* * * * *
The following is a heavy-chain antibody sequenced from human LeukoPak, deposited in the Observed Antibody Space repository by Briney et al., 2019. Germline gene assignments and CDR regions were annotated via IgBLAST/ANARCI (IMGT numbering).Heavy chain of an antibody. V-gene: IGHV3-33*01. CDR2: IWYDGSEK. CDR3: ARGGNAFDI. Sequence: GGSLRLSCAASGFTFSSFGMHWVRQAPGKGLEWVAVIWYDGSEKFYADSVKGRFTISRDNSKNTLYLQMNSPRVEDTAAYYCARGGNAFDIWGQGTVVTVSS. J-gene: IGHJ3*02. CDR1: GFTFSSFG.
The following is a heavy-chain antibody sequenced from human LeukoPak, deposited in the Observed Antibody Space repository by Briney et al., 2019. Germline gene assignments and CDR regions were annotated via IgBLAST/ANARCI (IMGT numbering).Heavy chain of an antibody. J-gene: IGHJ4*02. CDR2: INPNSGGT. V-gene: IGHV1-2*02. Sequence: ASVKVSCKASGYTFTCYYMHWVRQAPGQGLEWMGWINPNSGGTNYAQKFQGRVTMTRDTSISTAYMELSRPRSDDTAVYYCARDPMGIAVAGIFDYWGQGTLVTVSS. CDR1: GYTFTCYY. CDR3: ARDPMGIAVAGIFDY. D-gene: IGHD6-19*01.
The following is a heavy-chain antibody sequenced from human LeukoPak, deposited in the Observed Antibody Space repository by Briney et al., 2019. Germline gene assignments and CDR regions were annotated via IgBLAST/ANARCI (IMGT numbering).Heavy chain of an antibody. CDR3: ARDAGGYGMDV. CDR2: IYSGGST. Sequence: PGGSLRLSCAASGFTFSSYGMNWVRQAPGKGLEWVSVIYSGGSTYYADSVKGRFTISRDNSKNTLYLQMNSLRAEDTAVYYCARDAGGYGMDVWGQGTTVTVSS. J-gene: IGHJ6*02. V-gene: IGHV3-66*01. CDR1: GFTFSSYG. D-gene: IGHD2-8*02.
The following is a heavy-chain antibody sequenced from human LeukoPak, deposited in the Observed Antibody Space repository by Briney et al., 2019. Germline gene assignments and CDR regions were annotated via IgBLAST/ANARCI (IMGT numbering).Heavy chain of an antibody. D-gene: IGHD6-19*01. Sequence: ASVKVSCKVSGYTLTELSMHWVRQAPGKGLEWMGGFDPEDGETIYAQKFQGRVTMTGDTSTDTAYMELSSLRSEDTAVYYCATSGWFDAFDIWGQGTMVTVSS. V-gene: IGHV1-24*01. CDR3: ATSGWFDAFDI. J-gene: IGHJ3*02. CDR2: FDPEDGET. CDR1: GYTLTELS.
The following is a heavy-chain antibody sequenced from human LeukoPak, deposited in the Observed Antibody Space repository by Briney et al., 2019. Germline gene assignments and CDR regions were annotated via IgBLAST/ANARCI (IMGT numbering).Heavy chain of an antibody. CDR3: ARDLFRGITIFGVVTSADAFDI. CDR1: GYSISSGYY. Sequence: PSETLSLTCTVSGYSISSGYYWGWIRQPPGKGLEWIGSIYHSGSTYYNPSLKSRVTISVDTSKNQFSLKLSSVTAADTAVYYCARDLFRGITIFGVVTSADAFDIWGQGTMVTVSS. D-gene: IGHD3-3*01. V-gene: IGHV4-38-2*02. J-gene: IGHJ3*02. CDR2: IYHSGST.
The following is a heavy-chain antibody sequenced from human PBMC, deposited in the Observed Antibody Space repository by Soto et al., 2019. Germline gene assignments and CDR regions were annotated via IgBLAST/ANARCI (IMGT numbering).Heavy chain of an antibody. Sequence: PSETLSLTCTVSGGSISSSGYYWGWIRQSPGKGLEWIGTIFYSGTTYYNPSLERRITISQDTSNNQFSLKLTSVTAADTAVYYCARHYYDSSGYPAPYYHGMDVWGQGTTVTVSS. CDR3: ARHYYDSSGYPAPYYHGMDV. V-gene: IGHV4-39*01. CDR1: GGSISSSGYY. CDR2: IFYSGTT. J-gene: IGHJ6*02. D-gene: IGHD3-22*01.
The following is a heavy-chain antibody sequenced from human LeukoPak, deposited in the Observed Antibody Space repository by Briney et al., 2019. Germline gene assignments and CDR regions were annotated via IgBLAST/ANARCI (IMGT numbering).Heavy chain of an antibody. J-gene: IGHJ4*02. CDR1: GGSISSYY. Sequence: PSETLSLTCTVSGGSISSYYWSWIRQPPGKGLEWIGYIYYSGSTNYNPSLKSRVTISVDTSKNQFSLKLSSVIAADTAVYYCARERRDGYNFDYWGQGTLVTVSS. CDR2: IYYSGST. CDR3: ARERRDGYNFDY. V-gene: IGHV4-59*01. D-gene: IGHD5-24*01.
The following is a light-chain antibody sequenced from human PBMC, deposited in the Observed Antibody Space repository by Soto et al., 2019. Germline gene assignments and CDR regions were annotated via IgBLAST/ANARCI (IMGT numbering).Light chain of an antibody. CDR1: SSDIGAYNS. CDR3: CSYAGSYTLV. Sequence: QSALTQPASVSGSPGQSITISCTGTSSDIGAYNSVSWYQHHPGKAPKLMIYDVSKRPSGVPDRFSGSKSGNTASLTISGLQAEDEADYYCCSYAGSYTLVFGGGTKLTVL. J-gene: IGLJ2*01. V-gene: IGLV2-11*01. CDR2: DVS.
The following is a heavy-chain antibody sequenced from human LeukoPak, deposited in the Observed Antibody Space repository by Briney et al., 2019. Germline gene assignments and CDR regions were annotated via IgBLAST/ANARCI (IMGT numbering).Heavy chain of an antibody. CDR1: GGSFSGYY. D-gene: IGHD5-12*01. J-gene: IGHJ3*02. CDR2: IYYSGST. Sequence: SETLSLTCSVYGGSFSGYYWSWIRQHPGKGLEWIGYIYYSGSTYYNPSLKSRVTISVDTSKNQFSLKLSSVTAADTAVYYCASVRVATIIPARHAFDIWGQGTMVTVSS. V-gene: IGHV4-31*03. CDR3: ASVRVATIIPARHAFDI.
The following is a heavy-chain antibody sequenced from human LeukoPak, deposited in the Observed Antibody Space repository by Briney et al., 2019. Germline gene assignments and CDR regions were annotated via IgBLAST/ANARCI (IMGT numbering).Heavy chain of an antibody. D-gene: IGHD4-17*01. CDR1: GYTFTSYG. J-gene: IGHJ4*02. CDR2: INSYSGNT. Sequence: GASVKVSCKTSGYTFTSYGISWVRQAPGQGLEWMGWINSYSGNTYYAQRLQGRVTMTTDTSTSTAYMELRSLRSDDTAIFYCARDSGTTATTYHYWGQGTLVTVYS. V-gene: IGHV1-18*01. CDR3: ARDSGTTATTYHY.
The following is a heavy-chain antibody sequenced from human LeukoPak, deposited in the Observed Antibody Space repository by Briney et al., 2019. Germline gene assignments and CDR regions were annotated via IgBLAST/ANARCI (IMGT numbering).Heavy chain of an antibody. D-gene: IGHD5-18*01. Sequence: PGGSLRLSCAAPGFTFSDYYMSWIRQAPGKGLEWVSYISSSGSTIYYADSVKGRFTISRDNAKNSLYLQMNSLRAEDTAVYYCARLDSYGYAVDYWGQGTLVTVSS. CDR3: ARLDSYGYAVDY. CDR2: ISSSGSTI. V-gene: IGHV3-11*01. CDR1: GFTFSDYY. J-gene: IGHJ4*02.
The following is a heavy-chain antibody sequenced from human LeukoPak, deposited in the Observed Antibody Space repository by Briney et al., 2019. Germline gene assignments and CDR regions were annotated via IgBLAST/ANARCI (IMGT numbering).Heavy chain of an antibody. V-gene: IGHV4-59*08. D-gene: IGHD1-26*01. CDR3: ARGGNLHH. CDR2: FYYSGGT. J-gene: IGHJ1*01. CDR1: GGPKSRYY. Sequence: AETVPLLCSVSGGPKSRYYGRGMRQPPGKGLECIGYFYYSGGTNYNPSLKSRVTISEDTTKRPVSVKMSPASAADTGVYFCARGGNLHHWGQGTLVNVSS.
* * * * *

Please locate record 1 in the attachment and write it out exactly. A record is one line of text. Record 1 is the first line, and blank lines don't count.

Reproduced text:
The following is a heavy-chain antibody sequenced from human LeukoPak, deposited in the Observed Antibody Space repository by Briney et al., 2019. Germline gene assignments and CDR regions were annotated via IgBLAST/ANARCI (IMGT numbering).Heavy chain of an antibody. V-gene: IGHV3-33*01. CDR2: IWYDGSEK. CDR3: ARGGNAFDI. Sequence: GGSLRLSCAASGFTFSSFGMHWVRQAPGKGLEWVAVIWYDGSEKFYADSVKGRFTISRDNSKNTLYLQMNSPRVEDTAAYYCARGGNAFDIWGQGTVVTVSS. J-gene: IGHJ3*02. CDR1: GFTFSSFG.